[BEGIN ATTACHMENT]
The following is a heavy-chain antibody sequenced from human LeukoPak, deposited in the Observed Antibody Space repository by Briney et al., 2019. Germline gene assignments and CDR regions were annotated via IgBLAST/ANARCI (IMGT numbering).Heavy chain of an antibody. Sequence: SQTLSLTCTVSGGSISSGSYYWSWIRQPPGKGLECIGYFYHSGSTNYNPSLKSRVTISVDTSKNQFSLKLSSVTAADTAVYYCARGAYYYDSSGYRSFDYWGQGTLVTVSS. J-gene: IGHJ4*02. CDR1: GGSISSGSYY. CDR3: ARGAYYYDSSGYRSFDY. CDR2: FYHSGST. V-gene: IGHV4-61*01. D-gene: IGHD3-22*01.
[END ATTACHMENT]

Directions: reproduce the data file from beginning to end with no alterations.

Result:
The following is a heavy-chain antibody sequenced from human LeukoPak, deposited in the Observed Antibody Space repository by Briney et al., 2019. Germline gene assignments and CDR regions were annotated via IgBLAST/ANARCI (IMGT numbering).Heavy chain of an antibody. Sequence: SQTLSLTCTVSGGSISSGSYYWSWIRQPPGKGLECIGYFYHSGSTNYNPSLKSRVTISVDTSKNQFSLKLSSVTAADTAVYYCARGAYYYDSSGYRSFDYWGQGTLVTVSS. J-gene: IGHJ4*02. CDR1: GGSISSGSYY. CDR3: ARGAYYYDSSGYRSFDY. CDR2: FYHSGST. V-gene: IGHV4-61*01. D-gene: IGHD3-22*01.